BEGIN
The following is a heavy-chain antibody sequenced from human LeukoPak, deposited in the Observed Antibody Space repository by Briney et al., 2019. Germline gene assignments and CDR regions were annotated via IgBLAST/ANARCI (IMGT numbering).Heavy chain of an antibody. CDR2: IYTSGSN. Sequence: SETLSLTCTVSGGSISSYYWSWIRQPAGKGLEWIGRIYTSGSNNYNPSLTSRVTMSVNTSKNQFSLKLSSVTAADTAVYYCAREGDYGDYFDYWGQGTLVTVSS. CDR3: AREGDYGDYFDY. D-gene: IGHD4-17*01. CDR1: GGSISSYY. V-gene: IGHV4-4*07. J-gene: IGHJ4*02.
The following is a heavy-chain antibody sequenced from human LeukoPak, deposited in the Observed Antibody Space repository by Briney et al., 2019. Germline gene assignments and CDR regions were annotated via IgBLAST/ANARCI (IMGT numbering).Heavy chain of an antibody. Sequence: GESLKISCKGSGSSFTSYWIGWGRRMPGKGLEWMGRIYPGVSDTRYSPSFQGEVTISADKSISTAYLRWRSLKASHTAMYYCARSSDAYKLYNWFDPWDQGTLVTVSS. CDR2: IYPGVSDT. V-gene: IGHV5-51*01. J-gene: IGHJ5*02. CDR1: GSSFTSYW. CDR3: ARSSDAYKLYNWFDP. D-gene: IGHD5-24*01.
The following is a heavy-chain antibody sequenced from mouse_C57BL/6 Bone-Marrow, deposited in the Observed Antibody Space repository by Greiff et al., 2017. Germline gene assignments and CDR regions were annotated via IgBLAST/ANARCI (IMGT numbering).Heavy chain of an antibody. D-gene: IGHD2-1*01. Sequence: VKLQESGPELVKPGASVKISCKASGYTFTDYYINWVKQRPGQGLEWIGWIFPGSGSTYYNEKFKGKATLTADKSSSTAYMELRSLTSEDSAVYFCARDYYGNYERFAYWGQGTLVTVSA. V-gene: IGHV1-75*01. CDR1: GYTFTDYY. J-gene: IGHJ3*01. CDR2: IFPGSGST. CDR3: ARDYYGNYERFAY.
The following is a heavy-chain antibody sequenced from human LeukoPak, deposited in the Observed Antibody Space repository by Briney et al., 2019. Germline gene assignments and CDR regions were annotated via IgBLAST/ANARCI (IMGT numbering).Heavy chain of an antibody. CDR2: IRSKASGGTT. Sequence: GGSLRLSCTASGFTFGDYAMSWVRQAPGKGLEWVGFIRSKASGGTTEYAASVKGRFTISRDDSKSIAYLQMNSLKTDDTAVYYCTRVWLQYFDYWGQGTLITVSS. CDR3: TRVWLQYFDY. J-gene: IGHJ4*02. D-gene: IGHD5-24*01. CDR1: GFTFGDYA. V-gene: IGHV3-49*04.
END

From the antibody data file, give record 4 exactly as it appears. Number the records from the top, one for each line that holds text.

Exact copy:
The following is a heavy-chain antibody sequenced from human LeukoPak, deposited in the Observed Antibody Space repository by Briney et al., 2019. Germline gene assignments and CDR regions were annotated via IgBLAST/ANARCI (IMGT numbering).Heavy chain of an antibody. CDR2: IRSKASGGTT. Sequence: GGSLRLSCTASGFTFGDYAMSWVRQAPGKGLEWVGFIRSKASGGTTEYAASVKGRFTISRDDSKSIAYLQMNSLKTDDTAVYYCTRVWLQYFDYWGQGTLITVSS. CDR3: TRVWLQYFDY. J-gene: IGHJ4*02. D-gene: IGHD5-24*01. CDR1: GFTFGDYA. V-gene: IGHV3-49*04.